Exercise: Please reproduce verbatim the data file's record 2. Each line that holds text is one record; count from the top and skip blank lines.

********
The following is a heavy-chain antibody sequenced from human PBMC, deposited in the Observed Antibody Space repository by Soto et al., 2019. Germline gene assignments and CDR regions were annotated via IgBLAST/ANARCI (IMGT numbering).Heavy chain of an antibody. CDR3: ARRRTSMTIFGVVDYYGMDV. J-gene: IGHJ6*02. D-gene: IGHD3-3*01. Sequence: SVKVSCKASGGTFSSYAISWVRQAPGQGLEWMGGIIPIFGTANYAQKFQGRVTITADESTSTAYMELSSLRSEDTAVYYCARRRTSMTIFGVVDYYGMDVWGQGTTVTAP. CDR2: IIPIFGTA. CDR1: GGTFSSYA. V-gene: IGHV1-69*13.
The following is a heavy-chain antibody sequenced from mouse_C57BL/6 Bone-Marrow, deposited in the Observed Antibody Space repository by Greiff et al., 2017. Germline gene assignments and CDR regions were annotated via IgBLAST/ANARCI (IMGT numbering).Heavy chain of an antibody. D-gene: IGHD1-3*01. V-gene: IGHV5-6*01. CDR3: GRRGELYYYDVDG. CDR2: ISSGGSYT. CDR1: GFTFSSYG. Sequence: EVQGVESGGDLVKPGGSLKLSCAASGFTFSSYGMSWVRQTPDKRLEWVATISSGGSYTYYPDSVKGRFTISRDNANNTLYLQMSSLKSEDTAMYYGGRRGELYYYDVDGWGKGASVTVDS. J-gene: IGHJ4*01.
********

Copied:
The following is a heavy-chain antibody sequenced from mouse_C57BL/6 Bone-Marrow, deposited in the Observed Antibody Space repository by Greiff et al., 2017. Germline gene assignments and CDR regions were annotated via IgBLAST/ANARCI (IMGT numbering).Heavy chain of an antibody. D-gene: IGHD1-3*01. V-gene: IGHV5-6*01. CDR3: GRRGELYYYDVDG. CDR2: ISSGGSYT. CDR1: GFTFSSYG. Sequence: EVQGVESGGDLVKPGGSLKLSCAASGFTFSSYGMSWVRQTPDKRLEWVATISSGGSYTYYPDSVKGRFTISRDNANNTLYLQMSSLKSEDTAMYYGGRRGELYYYDVDGWGKGASVTVDS. J-gene: IGHJ4*01.